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A combination lock X number of positions. To open the lock, you move to a certain number in the clockwise direction, then to a number in the counterclockwise direction, and finally to a third number in the clockwise direction. Consecutive numbers in the combination cannot be the same. If there are 1500 students at a high school, what is the smallest number for the number of positions (X), so that each student has a unique combination?

How I did it:

For the lock, how it goes is that if it has X positions, you have X numbers to choose from to go clockwise. In the counterclockwise position, you have X-1 positions to go to because of the consecutive numbers rule. For the third movement clockwise, you can also go X-1 because you can't move to the second number.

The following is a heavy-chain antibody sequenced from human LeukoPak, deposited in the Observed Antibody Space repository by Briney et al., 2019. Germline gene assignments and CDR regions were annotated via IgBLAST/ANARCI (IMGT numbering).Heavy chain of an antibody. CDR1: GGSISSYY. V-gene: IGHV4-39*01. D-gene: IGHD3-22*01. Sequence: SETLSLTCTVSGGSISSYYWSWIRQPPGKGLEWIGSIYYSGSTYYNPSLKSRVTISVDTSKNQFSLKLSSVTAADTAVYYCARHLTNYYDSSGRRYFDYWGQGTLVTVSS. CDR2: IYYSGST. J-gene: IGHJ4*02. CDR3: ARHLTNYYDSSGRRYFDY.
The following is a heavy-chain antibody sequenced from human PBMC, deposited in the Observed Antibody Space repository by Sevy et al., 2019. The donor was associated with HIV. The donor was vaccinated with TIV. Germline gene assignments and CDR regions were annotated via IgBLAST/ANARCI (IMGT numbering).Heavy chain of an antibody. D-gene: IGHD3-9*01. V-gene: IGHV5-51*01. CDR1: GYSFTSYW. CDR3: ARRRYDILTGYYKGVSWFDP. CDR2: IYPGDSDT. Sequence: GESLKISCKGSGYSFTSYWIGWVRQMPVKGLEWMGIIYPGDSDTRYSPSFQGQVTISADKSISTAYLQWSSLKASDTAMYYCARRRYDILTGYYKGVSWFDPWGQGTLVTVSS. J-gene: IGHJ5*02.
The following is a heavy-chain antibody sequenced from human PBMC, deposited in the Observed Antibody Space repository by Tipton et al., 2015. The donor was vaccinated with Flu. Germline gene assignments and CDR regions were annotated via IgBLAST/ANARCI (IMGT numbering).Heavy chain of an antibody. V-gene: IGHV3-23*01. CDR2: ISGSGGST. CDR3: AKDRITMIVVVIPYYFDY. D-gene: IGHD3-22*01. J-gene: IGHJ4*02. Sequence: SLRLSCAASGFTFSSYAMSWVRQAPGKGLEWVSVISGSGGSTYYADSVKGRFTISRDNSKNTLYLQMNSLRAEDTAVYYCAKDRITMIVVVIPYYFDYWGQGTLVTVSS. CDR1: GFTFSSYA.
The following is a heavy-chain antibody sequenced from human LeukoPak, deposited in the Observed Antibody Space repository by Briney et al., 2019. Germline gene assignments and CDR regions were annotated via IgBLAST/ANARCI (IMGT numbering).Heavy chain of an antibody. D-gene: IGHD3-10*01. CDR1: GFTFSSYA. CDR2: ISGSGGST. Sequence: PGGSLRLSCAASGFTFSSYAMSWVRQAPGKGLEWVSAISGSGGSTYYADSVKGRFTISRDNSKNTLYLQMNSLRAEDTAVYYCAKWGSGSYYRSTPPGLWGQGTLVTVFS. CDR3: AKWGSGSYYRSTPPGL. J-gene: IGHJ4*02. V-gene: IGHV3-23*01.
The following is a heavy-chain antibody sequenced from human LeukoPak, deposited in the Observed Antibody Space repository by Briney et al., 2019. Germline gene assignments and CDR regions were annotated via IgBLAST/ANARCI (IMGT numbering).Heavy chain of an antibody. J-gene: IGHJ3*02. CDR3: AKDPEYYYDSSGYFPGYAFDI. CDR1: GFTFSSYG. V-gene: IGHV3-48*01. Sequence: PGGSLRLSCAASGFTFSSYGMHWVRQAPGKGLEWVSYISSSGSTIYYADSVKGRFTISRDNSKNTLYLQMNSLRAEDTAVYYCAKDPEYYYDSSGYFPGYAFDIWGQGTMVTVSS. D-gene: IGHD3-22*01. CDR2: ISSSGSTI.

Therefore, the number of combinations is (X) * (X-1) * (X-1). So we can just test numbers until we get to 1500 or greater. I tested a couple of numbers and got the answer of 13 positions.

Thus, 13 * 12 * 12 = 1872.

My textbook says the answer is 12 positions, but how can that be?

12 * 11 * 11 = 1452, which is less than 1500. There wouldn't be enough locks for the 1500 students.

Thanks.

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    $\begingroup$ It looks like you have the correct answer and I agree with your reasoning. Textbooks are written by humans, and we are all prone to mistakes on occasion. You have probably just found a typo in the solutions. $\endgroup$ – JMoravitz Sep 10 '15 at 0:43

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